The half-decade following Sputnik in 1957 and the last half-decade of the 1970s may be viewed as twin peak periods of interest in gifted and talented children. Separating the peaks was a deep valley of neglect in which the public fixed its attention more eagerly on the low functioning, poorly motivated, and socially handicapped children in our schools. It was not simply a ease of bemoaning the plight of able and then disadvantaged learners, with each population taking turns as the pitied underdog or the victim of unfair play. Rather than transferring the same sentiments from one undereducated group to another, the nation found itself transforming its mood from intense anxiety to equally profound indignation: anxiety lest our protective shield of brainpower became weaker, rendering us vulnerable to challenge from without, followed by indignation over social injustice in the land, which could tear us apart from within. Now we are experiencing a revival of earlier sensitivities to the needs of the gifted. Judging from these vacillations in national temperament, it seems as if we have nor yet succeeded in paying equal attention simultaneously to our most and least successful achievers at school.

by Pauline Sears — 1979
Terman's famous study of gifted children, started soon after his return from test construction duties during World War I, reflected his great interest in children who scored at the extremely high end of the scale, the upper 1 to 2 percent. He was confident that they were a very able and potentially productive part of the population, and was concerned that common "myths" about them were injuring their development.

by Sandra Kaplan — 1979
Although a good deal of information concerning the language arts and social studies curriculum for the gifted is well articulated and readily available in the literature, there is a gap between this information and its application in classroom practice. Several factors contribute to this situation.

by Jay Scribner & Richard Englert — 1977
This volume is the first in the yearbook series of the National Society for the Study of Education, now in its seventy-sixth year, to address explicitly the topic of the politics of education. Some previous yearbooks have touched indirectly upon this domain, but those volumes typically portrayed either a stronger sociological orientation or a more general emphasis on social and behavioral science approaches to basic inquiry and problem solving in educational practice.

by Edith Mosher — 1977
This chapter will address the question: How do the sectors and processes of general governmental and educational policy making, largely writ, fit together? To this end we shall describe and analyze educational governance as a subarea of the overarching system of American federalism, and introduce, but intrude as little as possible upon, the analysis of the constituent influence systems of educational governance in the chapters that follow. We shall give more detailed attention to the most unitary of the major influence systems, namely, legislative and executive policy making at the national level of government.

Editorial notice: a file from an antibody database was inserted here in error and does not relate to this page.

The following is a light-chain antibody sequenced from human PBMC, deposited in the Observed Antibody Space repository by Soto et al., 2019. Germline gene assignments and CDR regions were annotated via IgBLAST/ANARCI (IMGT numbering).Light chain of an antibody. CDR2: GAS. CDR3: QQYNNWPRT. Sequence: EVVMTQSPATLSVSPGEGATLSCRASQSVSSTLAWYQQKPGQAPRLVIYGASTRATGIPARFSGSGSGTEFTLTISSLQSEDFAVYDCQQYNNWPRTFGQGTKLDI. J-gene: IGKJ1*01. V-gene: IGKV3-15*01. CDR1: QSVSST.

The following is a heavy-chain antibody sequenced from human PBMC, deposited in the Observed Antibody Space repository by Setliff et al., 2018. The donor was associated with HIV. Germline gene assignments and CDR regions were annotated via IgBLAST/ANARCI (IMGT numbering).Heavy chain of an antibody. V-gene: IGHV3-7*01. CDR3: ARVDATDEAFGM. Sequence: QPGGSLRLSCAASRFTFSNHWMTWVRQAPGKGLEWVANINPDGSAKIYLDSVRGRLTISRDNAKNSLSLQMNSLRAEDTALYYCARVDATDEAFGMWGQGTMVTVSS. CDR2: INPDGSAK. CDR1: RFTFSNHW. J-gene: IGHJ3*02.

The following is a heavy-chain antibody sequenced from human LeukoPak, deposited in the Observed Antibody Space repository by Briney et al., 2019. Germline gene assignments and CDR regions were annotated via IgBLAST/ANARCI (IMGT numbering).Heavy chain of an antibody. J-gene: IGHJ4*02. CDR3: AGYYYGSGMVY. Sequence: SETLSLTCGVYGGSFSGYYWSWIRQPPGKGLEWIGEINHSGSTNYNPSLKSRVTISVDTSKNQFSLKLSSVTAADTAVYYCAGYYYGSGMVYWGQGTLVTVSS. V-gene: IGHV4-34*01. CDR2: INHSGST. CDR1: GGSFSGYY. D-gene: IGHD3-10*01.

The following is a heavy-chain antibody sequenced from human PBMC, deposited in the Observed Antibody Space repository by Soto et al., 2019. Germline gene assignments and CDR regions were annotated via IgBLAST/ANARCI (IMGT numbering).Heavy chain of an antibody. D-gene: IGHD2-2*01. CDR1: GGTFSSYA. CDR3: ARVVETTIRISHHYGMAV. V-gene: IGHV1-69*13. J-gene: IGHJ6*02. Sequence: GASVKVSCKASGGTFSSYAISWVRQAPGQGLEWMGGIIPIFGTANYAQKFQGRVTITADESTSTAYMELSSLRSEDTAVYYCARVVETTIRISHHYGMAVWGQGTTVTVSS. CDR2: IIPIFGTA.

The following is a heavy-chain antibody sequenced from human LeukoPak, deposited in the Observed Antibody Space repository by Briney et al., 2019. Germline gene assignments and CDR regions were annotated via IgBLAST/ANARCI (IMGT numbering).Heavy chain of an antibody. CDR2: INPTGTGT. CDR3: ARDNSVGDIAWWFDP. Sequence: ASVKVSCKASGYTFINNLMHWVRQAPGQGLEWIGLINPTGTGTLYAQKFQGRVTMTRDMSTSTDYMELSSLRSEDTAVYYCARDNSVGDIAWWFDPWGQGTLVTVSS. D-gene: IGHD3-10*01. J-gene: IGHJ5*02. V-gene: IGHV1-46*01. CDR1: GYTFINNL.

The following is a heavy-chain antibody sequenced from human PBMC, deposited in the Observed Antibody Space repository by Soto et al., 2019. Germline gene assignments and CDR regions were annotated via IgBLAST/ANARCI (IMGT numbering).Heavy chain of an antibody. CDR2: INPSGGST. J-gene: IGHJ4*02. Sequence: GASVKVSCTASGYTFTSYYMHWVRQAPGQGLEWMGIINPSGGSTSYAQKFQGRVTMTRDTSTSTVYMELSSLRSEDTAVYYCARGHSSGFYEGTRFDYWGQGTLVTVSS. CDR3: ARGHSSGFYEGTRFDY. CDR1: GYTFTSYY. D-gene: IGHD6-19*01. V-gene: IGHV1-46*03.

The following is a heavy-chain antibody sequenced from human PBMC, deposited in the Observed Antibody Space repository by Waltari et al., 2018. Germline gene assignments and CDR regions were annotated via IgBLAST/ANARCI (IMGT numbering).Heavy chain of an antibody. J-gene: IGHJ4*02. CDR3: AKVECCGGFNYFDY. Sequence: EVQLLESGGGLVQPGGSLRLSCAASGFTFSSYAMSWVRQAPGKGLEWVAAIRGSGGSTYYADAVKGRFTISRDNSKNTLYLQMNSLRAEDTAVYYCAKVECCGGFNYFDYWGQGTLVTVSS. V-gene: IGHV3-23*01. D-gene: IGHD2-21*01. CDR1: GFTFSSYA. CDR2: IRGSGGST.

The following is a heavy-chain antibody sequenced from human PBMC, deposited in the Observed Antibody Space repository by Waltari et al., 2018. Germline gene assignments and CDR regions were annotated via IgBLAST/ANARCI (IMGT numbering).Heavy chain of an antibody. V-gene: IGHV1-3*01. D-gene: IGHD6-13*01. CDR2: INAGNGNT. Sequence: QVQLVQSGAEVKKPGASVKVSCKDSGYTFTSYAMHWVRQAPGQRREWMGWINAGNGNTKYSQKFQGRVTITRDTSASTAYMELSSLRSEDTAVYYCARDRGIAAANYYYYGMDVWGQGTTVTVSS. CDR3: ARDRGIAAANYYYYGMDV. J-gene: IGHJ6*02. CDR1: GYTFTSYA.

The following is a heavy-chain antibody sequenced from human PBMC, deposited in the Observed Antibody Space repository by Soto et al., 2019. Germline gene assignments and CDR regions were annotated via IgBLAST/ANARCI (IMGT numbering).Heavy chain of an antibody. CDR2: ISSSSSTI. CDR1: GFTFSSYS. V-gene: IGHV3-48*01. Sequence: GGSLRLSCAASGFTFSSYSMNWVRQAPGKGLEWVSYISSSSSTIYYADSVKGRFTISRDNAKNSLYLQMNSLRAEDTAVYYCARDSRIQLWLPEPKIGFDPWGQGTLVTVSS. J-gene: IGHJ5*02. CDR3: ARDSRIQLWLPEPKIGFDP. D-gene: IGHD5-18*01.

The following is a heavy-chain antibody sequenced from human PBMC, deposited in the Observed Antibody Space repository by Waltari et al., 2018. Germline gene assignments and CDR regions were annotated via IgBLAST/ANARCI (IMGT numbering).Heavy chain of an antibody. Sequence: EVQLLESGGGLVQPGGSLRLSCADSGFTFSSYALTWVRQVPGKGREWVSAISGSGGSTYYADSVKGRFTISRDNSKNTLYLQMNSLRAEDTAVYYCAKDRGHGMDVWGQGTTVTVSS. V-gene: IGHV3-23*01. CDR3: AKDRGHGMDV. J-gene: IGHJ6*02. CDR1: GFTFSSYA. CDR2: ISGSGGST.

by Robert Grinder — 1975
The authors of the 1975 yearbook view socializing experiences transitional to adulthood as more momentous than tribulations associated with the growth spurt. Moreover, "youth" is interposed as a stage between adolescence (growth spurt) and adulthood. Keniston regards the youth stage as a transition for persons who have outgrown adolescence but have yet to assume adult responsibilities; other contributors, who see commonality across young people in many aspects of socialization, conceptualize the youth stage as universal.

by Lawrence Cremin — 1974
As fresh studies of familial education are undertaken in their own right—studies in which explicitly educational questions are addressed to appropriate primary sources—a criticized body of generalizations will begin to emerge, and we shall come to see the family anew as the crucially important educator it has always been.

by Jacob Getzels — 1974
While socialization was being studied separately in its terms and education separately in its terms, the continuities and, more importantly, the discontinuities between them fell into the void created by the conceptual division. The intent of this article is to call attention to several types of discontinuities and their possible effect on the child.

by Henry Otto — 1973